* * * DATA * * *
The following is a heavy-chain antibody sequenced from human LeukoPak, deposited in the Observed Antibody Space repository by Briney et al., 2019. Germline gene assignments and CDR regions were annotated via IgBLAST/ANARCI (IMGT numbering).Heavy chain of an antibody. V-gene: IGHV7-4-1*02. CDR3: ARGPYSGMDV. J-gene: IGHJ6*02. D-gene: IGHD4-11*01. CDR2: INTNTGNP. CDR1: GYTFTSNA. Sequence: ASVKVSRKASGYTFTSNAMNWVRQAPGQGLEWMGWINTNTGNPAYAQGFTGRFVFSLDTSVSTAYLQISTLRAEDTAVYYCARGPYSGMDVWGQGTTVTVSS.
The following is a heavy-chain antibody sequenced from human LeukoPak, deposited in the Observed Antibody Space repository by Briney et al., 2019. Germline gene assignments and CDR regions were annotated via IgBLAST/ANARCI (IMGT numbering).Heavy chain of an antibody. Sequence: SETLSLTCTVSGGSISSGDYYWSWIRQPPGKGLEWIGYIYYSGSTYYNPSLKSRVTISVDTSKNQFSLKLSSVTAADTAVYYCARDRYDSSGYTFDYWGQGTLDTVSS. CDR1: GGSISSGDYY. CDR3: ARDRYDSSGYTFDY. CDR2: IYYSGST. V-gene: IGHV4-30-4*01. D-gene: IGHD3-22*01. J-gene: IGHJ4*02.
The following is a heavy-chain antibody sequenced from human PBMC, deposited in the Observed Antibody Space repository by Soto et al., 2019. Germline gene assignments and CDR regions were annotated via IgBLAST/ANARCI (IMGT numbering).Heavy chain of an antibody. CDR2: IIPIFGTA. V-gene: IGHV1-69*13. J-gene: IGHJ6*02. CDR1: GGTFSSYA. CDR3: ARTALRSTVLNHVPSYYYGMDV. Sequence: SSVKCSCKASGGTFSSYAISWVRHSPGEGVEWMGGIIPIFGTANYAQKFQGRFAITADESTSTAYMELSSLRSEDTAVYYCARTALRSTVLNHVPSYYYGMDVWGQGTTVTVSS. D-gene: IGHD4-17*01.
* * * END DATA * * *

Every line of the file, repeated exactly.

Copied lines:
The following is a heavy-chain antibody sequenced from human LeukoPak, deposited in the Observed Antibody Space repository by Briney et al., 2019. Germline gene assignments and CDR regions were annotated via IgBLAST/ANARCI (IMGT numbering).Heavy chain of an antibody. V-gene: IGHV7-4-1*02. CDR3: ARGPYSGMDV. J-gene: IGHJ6*02. D-gene: IGHD4-11*01. CDR2: INTNTGNP. CDR1: GYTFTSNA. Sequence: ASVKVSRKASGYTFTSNAMNWVRQAPGQGLEWMGWINTNTGNPAYAQGFTGRFVFSLDTSVSTAYLQISTLRAEDTAVYYCARGPYSGMDVWGQGTTVTVSS.
The following is a heavy-chain antibody sequenced from human LeukoPak, deposited in the Observed Antibody Space repository by Briney et al., 2019. Germline gene assignments and CDR regions were annotated via IgBLAST/ANARCI (IMGT numbering).Heavy chain of an antibody. Sequence: SETLSLTCTVSGGSISSGDYYWSWIRQPPGKGLEWIGYIYYSGSTYYNPSLKSRVTISVDTSKNQFSLKLSSVTAADTAVYYCARDRYDSSGYTFDYWGQGTLDTVSS. CDR1: GGSISSGDYY. CDR3: ARDRYDSSGYTFDY. CDR2: IYYSGST. V-gene: IGHV4-30-4*01. D-gene: IGHD3-22*01. J-gene: IGHJ4*02.
The following is a heavy-chain antibody sequenced from human PBMC, deposited in the Observed Antibody Space repository by Soto et al., 2019. Germline gene assignments and CDR regions were annotated via IgBLAST/ANARCI (IMGT numbering).Heavy chain of an antibody. CDR2: IIPIFGTA. V-gene: IGHV1-69*13. J-gene: IGHJ6*02. CDR1: GGTFSSYA. CDR3: ARTALRSTVLNHVPSYYYGMDV. Sequence: SSVKCSCKASGGTFSSYAISWVRHSPGEGVEWMGGIIPIFGTANYAQKFQGRFAITADESTSTAYMELSSLRSEDTAVYYCARTALRSTVLNHVPSYYYGMDVWGQGTTVTVSS. D-gene: IGHD4-17*01.